Wednesday, October 7, 2020

City, business association fund digital ads for downtown; association renews push for downtown restrooms

The Midway Business Association agreed Wednesday to help fund a digital marketing campaign that the city plans to help downtown businesses.

Mayor Grayson Vandegrift allocated $2,000 for the campaign out of the city's contingency fund late last month, and the MBA voted to contribute $1,000.

The money will go to Think Tank Media, which is based in Gadsden, Ala., but has a local agent, Sean McDonald, who lives on Highview Drive.

McDonald met with the MBA at its regular meeting Wednesday morning and explained the company's approach. It places short commercials in video streaming services (not Hulu or Netflix, which sell their own ads) through geographic and demographic targeting.

Using some of Vandegrift's geographic suggestions, household-income data and evidence of interests in things that Midway has to offer, McDonald said, he developed a list of ZIP+4 codes with 8,971 homes in Louisville and Lexington.

"The targeting can get very specific, unlike common Facebook advertising that simply draws a circle around an area," Vandegrift told the City Council and the Midway Messenger in an email Sept. 29. "We can draw lines that look more like gerrymandered congressional districts, all based on data that indicates the consumers' proclivity to visit a place like Midway."

Since the pandemic began, Vandegrift has voiced concern about the future of local businesses, and the City Council has funded two forms of relief: "Midway Bucks" sent to each household, which could be spent only in Midway, and direct grants to businesses, from federal relief funds. 

"While our larger industries are faring well and new ones continue to relocate here, I’m very concerned, as I’m sure are you, about the fortunes of our shops and restaurants, especially as cooler weather begins to approach," wrote Vandegrift, a former restaurateur. "I’m afraid restaurants may be hit especially hard as they lose their patios."

The mayor said the business environment is unprecedented environment, "and I believe we have to pull out all the stops to help keep them going. We will undoubtedly roll out other ideas as winter approaches about how to help them through, and we’re all going to have to work together to encourage anyone who can to support our local merchants however they can.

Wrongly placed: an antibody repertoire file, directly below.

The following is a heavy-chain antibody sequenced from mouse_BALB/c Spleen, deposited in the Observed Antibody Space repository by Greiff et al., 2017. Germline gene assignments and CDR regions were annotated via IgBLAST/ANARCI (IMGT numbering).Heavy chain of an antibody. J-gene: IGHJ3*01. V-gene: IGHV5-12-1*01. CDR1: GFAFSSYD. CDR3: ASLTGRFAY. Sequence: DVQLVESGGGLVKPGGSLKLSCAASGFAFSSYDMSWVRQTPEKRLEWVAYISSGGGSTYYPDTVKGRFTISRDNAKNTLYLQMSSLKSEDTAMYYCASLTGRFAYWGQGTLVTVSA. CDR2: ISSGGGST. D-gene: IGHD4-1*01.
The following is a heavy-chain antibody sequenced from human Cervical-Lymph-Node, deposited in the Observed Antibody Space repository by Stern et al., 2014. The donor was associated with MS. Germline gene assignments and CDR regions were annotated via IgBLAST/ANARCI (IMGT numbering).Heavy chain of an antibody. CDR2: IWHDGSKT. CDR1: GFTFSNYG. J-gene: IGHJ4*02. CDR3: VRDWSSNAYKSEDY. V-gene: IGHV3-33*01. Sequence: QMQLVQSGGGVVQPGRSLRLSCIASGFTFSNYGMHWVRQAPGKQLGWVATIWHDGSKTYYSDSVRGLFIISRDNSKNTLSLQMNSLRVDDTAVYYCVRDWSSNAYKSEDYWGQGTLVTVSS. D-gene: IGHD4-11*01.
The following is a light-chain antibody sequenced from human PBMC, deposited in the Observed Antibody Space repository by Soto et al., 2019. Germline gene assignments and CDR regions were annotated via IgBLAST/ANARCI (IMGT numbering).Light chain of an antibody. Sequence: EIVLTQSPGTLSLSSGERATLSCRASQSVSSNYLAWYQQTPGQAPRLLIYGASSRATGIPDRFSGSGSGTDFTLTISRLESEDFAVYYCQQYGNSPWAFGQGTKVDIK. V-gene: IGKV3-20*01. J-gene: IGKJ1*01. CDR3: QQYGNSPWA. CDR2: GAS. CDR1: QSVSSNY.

"In normal times, I might not even support such an effort, let alone propose it; out of roughly $800,000 annually in occupational tax revenue we receive, about $50,000 comes from our restaurants, $3,000 from our shops. But they offer something more vital that mere dollars and cents, and we wouldn’t be the same without them. They work hard, employ people, and are ambassadors for our city."

Vandegrift said the city will be able to gauge the effectiveness of the campaign because "Think Tank Media uses a very advanced metric to track return on investment, and has a higher standard than normal of what a true consumer engagement is."

McDonald told the MBA that at least half of an image must be viewed to count as an engagement, and his company's proprietary software can track how many targeted customers actually came to Midway.

Vandegrift's email concluded, "If this initial advertising push works as well as I believe it can, we can talk more about potential future efforts with the business association throughout the pandemic."

Restrooms: The MBA renewed action on one of its continuing desires, public restrooms downtown, after the idea got a higher profile Monday night in the City Council candidates' forum sponsored by the Midway Woman's Club and the Midway Messenger. The question was proposed via Facebook by Sam Fisher of Fisher Antiques.

Five of the eight participating candidates said they were open to the idea, and one, Steve Simoff, endorsed it wholeheartedly, while Mary Raglin and Council Member Logan Nance said they did not favor it. Council Member Stacy Thurman said she wanted to do more research, and said the project should be a collaboration between the MBA and the city.

MBA President Cortney Neikirk said she would contact Thurman to see if she would join an effort to gather information, look for a location and make a plan for maintenance of the restrooms. "We can't just go to the city and say, 'Give us bathrooms'," she said. But with a comprehensive plan, "They're not gonna turn us down."

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